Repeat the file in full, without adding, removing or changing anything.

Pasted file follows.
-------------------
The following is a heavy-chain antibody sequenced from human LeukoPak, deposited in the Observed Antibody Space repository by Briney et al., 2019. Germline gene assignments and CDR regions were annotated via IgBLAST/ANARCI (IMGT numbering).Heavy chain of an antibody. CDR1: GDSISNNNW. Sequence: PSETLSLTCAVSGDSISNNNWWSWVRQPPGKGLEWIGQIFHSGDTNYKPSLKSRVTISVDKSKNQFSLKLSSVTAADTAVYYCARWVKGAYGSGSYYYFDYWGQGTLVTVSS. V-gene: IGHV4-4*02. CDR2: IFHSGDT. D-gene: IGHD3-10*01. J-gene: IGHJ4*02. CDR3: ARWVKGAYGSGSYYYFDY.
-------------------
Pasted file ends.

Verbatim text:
The following is a heavy-chain antibody sequenced from human LeukoPak, deposited in the Observed Antibody Space repository by Briney et al., 2019. Germline gene assignments and CDR regions were annotated via IgBLAST/ANARCI (IMGT numbering).Heavy chain of an antibody. CDR1: GDSISNNNW. Sequence: PSETLSLTCAVSGDSISNNNWWSWVRQPPGKGLEWIGQIFHSGDTNYKPSLKSRVTISVDKSKNQFSLKLSSVTAADTAVYYCARWVKGAYGSGSYYYFDYWGQGTLVTVSS. V-gene: IGHV4-4*02. CDR2: IFHSGDT. D-gene: IGHD3-10*01. J-gene: IGHJ4*02. CDR3: ARWVKGAYGSGSYYYFDY.